Ask a JFCS Counselor: What should I expect when I see a therapist?
JFCS’ highly skilled, licensed therapists work with care and compassion to address the challenges people face throughout their lives. They help clients identify goals and potential solutions to problems that cause emotional turmoil, improve communication, coping skills and symptom management, strengthen self-esteem, promote behavior change, feel better and function at their best.
Counseling services don’t need to be scary or daunting. We accept most insurance, including Medicare. Below, Counselor Carole Cera, LICSW, answers a question we frequently receive. If you have a question you would like to submit for a future column, please email Jill Kozberg, Counseling Program Manager, at email@example.com. All questions will be published anonymously.
What should I expect when I see a therapist?
This is a very common and very good question. We’ve all seen “therapists” on TV and in movies and wonder if this is how it really is? Are they going to tell me what to do? What if I don’t like them? How do we start? Again, all good questions.
Here is how we work at JFCS:
First, we do a brief telephone intake where we talk about what you are coming in for and what you’d like to get out of the counseling. This helps us make the best match between you and our therapists. We will also discuss scheduling and cost. We understand that this a big step for you to take, and really want it to be quick and easy, so that you can get started as soon as possible.
All of our therapists have Master’s degrees and are licensed in either clinical social work or psychology. Successful therapy is all about the relationship that you build with your therapist. We make sure that you have a safe space to work on the concerns that are on your mind. In the first meeting you will have a chance to learn about how therapy works. We’ll also talk in more detail about what your needs are, and together, develop a plan to work through whatever you are struggling with.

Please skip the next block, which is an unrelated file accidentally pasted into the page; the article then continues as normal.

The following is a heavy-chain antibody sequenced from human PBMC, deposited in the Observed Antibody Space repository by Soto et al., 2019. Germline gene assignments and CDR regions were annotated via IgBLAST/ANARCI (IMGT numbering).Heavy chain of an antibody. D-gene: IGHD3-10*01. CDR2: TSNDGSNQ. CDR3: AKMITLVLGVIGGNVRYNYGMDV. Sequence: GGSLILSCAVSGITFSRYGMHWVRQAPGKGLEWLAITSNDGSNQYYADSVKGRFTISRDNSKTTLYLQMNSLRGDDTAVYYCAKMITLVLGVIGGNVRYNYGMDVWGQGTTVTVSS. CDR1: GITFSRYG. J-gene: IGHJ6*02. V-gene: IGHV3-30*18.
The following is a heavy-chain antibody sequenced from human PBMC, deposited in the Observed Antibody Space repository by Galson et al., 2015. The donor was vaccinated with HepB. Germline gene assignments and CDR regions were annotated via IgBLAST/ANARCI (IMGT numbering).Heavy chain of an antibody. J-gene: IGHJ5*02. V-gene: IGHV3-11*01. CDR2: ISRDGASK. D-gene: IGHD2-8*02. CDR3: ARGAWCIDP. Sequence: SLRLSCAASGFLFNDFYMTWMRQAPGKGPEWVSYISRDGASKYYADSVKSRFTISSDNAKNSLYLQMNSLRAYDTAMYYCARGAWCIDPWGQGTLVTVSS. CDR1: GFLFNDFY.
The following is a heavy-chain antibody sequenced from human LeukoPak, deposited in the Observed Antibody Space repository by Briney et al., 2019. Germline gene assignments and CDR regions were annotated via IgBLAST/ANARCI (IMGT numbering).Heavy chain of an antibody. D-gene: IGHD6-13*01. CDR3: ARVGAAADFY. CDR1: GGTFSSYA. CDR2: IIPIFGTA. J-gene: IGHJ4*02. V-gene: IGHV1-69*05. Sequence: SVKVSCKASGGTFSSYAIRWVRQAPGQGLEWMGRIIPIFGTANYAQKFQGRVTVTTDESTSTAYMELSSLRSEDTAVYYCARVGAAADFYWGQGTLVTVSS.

Each therapist has a slightly different style, based on their training, skills, interests, and personality. We all work with people with a range of concerns. For example, I may work with children in play therapy or bring in mindfulness. Sessions typically run 45 minutes. People are often surprised by the difference it makes just to be listened to in a safe, respectful, and private space.
People usually want to know how often they need to come, and for how many sessions. That can be really hard to say, as there are so many variables to consider. In general, we hope to meet regularly as we get to know one another, build the relationship and really get some momentum going in the work we are doing together.
People are also usually surprised to know that therapy isn’t always a long-term commitment. There’s quite a range. While some people stay in therapy for an extended time, others come for a handful of sessions, get what they need, and are then ready to end therapy.
It’s important to keep in mind that from the very first phone call or email, everything you say is private and confidential. That confidentiality also extends out of the office in the event that we run into each other out in the community.
No, we do not tell you what to do, but will walk with you, together, on a path of discovery.
Carole Cera, LICSW
I have been providing therapy for over 40 years, with nearly 30 years in the Counseling Department at Jewish Family & Children’s Service of Minneapolis. I continue to feel passionate about my work at JFCS where individuals and families are served holistically, with cultural sensitivity, all within the mission of tikkun olam (healing the world).
My goal for those people I see is to stand beside them as they take on the challenges of life. Along the way, I use humor, mindfulness, play therapy, cognitive, as well as insight oriented evidence-based practices. I have experience working with individuals and families throughout the lifespan and through all life changes, from birth to death. In addition to my role in the Counseling department, I also train new social workers, and manage the Intake & Resource Connection and Jewish Big Brother/Big Sister Programs.